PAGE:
Excerpts from "the first rough draft of history" as reported in
The Washington Post on this date in the 20th century.
The Roaring Twenties were brought to an abrupt end with the great stock market crash of 1929. Coverage of the disaster in The Post of Oct. 30, 1929, was reassuringly optimistic, despite the fact that the nation was about to be plunged into the Great Depression that would linger for the next decade. Three excerpts:
New York, Oct. 29 (A.P.) --
Huge barriers of buying orders, hastily erected by powerful financial interests, finally checked the most frantic stampede of selling yet experienced by the securities markets and which threatened at times today to bring about an utter collapse in prices.
All trading records were broken with a turnover of 16,410,000 shares on the New York stock Exchange and 7,096,300 shares on the New York Curb Market. This contrasts with the previous records of 12,894,600 and 6,148,300 shares, respectively, established last Thursday, and a stock exchange turnover of 9,122,800 shares yesterday.
Extreme declines in the active issues ranged from $10 to $70 a share, but many of these were cut in half in the rally which started in mid-afternoon and continued through to the close ...
Bankers, who had been hurriedly called into conference last night and again at noon today, apparently stood aside at the opening as blocks of 10,000 to 80,000 shares were thrown into the market for whatever price they would bring. When this initial flood of selling had spent itself, supporting orders began to make their appearance, not with the intention of completely checking the streams of selling, but with the avowed object of regulating their flow.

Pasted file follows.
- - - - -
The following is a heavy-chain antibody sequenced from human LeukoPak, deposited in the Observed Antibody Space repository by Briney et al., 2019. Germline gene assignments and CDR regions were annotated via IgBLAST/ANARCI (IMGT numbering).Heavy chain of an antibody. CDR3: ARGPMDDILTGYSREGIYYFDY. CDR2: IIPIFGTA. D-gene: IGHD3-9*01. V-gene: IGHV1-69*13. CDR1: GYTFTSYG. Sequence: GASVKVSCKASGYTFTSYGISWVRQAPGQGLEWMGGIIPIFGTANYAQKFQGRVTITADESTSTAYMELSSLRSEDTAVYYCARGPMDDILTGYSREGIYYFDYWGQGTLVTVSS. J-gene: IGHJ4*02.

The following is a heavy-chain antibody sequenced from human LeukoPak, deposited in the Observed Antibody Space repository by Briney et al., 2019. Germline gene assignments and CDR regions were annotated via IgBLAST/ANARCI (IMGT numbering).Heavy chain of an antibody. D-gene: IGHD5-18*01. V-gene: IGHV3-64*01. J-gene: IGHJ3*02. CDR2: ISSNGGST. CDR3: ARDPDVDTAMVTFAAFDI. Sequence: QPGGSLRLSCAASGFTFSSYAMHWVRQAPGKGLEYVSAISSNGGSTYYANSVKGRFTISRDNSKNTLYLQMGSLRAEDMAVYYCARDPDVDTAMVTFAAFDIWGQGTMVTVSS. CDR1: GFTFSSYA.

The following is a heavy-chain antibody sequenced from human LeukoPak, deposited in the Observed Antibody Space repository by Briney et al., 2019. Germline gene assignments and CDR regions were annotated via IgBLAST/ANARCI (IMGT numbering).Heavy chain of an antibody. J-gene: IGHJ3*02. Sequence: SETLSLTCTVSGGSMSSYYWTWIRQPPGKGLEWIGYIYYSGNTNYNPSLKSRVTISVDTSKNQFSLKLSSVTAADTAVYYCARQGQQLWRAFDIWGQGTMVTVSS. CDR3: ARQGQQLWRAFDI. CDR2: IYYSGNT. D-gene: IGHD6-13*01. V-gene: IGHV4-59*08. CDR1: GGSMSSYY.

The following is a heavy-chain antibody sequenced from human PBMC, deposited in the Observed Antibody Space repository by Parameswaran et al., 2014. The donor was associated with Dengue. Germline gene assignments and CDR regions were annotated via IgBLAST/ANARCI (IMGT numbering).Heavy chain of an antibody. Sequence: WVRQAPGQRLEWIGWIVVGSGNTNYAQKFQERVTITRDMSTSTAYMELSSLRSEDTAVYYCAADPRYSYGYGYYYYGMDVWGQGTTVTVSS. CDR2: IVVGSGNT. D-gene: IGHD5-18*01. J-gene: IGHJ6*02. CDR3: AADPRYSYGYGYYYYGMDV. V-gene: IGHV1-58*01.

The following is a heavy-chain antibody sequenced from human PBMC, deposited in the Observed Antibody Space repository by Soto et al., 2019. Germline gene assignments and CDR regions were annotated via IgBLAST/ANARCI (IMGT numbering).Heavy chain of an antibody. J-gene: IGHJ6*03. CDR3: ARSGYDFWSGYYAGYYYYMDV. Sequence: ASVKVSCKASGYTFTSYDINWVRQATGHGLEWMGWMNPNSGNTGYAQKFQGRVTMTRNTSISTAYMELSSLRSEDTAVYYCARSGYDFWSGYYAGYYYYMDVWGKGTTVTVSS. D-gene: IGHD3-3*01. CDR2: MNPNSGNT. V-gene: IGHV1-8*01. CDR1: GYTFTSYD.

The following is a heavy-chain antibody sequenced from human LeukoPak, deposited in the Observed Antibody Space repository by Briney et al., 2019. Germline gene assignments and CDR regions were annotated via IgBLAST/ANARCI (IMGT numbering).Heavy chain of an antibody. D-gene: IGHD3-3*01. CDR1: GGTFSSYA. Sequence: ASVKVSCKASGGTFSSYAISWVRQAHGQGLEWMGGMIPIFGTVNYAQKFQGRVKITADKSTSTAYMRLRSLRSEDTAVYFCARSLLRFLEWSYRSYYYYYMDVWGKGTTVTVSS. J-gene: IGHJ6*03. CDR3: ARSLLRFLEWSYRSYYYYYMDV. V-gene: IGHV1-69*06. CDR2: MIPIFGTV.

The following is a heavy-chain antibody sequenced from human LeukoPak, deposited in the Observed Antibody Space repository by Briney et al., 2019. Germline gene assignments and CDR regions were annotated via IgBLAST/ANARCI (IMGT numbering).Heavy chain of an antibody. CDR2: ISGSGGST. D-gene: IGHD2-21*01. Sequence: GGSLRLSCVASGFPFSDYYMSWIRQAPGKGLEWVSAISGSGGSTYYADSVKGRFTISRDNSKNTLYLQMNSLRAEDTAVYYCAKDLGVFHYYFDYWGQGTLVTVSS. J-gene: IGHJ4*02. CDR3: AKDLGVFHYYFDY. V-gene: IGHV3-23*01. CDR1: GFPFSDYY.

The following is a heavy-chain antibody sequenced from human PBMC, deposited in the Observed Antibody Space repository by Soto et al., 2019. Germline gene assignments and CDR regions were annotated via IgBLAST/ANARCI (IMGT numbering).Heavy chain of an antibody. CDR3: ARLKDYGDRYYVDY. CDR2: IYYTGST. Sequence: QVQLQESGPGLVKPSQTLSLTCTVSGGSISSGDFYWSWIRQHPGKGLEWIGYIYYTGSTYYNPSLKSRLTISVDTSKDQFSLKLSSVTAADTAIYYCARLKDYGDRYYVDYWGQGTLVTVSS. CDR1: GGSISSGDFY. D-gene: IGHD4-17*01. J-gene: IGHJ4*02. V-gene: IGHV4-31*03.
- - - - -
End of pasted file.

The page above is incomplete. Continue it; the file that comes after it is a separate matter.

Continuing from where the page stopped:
Several times during the day, particularly in the early afternoon and again toward the close, it looked as though a fresh collapse in prices, bringing ruin in its wake, was inevitable, but each time the holes were plugged and the threatened disaster was averted.
Assistant Secretary of Commerce Julius Klein, in the first speech on the stock market situation and business made by a high administration official since the recent startling price declines, informed a national radio audience last night that "regardless of regrettable speculative uncertainties, the industrial and commercial structure of the Nation is sound."
The Commerce Department official said the volume of purchasing power measured the heights of living standards, and then declared that "basically our normal purchasing power has not been appreciably impaired."
Speaking over the Columbia network, he recalled and echoed the conviction recently expressed by President Hoover that the fundamental business of the Nation is on a firm basis. He dealt with the relation of business to the stock market, and refrained from forecasting the trend of the market during the next few days.
New York. Oct. 29 (A.P.). --
A symposium of opinion from 98 leading business executives, all of whom express confidence in the fundamental strength of business, in contrast to the wild hysteria of stock selling, was compiled today today by Louis Guenther, financial publisher.